• Identifying 3rd party being affected.
  • Measuring the opportunity cost of longer waiting time and impact on the environment.
  • Estimating the cost of environmental pollution accurately as pollution do cross national borders.

Issue on appropriateness

So far, COE and ERP have been quite successful and appropriate in curbing car ownership and car usage during peak hours. COE has been an appropriate policy because the additional cost of owning a car (which itself is already very expensive) would deter potential car buyers from getting one (adding to the congestion). Implementing COE in Singapore is also easy since every car buyer need to purchase a COE before they can purchase and register their vehicle. In the near future, however, limitations to the use of COE may surface. As the national income and material SOL of Singapore increases, COE may not be appropriate in curbing car ownership as individual’s purchasing power increases. This is evident in the recent increase in the number of car ownership. Thus, there is a need for the Singapore government to address the flexibility of the COE scheme so as to match up with current economic changes (may need to increase COE charges as economy progresses). There is also an impending need for the government to ensure that the supply of road space meet up with increase in car ownership.

ERP has been appropriate in curbing congestion especially during peak hour in Singapore since Singapore is a small country and thus implementation and monitoring are made much easier. In addition, there is sufficient flexibility in the ERP system as the ERP charges are made to vary according to the time of usage and the routes taken. However, if the demand for usage of the road is price inelastic (the motorist may only have one route to reach their destination), then ERP will have its limitation in curbing traffic congestion effectively.

Market Dominance

The case of imperfect markets such as monopoly and oligopoly.

  • Price is greater than marginal cost due to its market power (show diagram).
  • Producing an output at less than pareto optimal à misallocation of resources. Both consumers and society’s welfare can be affected like the periodic increase in transport fares.

Government regulates such markets by requiring them to set price at average cost and marginal cost (a diagram to show the increase in output and lower price). There will be a need to subsidize the monopoly when they are required to set price at marginal cost.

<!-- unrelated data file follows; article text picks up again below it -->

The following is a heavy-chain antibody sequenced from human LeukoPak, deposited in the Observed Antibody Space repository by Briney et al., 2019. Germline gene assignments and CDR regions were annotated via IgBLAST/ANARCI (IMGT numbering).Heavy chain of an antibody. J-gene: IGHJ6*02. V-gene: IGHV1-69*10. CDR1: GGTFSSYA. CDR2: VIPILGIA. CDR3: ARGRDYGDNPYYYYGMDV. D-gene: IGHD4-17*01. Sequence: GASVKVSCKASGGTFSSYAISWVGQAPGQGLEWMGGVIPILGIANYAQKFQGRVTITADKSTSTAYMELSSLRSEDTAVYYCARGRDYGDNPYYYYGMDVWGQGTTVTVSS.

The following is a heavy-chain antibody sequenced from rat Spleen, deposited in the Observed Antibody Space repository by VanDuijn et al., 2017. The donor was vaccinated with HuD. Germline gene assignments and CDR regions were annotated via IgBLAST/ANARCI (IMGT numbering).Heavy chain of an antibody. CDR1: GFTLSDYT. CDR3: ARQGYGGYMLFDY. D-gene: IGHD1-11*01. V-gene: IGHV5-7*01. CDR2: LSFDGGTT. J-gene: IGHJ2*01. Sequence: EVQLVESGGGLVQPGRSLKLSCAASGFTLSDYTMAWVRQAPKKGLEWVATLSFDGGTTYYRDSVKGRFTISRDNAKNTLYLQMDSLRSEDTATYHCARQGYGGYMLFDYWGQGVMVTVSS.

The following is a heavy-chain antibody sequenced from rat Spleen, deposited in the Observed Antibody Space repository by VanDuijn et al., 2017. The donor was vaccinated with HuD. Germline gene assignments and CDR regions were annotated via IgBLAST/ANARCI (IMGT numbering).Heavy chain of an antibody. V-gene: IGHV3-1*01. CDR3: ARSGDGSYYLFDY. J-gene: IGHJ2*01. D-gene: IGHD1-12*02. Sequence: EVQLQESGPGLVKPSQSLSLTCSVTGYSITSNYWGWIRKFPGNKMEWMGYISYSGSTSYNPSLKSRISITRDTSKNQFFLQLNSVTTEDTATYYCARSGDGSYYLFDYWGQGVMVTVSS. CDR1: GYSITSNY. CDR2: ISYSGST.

• However without profits, the monopoly might not produce innovative goods and a wider range to meet the demand of consumers.
  • The subsidy by the government might be in the long run strengthening the monopoly power that it was meant to curb.
  • A better solution might be to allow small periodic price increases like 1-2 cents per ride on transport network.

Issue on appropriateness

Policies adopted are appropriate as the government undertakes measures to protect the interest of consumers and society while balancing the needs of the producers.

Uneven income distribution

Nature of problem

There is a widening income gap in Singapore and this is a potential problem. It will lead to the worsening of inequity issues in Singapore (e.g. the poor may not have the ability to consume healthcare services).

Policies implemented in Singapore

In an attempt to overcome the issue of widening income gap in Singapore, the Singapore government introduced the progress package in 2006 and 2010 and the Workfare scheme in 2007. The Singapore government introduced Workfare in an attempt to supplement the wages and savings of older low-wage workers.

The Government will reduce the CPF contributions for the older low-wage workers while introducing the Workfare income supplements for them. This will help to increase the older low-wage workers take-home pay, make them employable and also help to beef up their savings in their CPF accounts by the provision of Workfare income supplements.

The principal target group of Workfare are

  • Older full-time workers aged above 45 years who earn $1,000 or less.
  • Workfare benefits will also extend to a wider group those above 35 years who earn $1,500 or less, but at a lower rate.

Issue on appropriateness

Policy is appropriate as it will benefit the older low-wage workers who are usually at the extreme lower end of the income range in Singapore. However, the policy has its limitation as it does not tackle the bigger lower-middle-class income group in Singapore. In addition, the root cause of the problem of the widening income gap in Singapore is that in the lower-end jobs wages remain stagnant while in the higher-end jobs wages kept increasing. This has been a common problem in most developing countries in the face of globalisation. As such, there is an impending need for the Singapore government to look into the aspect of job redesigning and restructuring. There is also a need to promote more skills retraining and upgrading in Singapore for the lower-wage workers to enable them to fetch a higher salary and to make them more employable.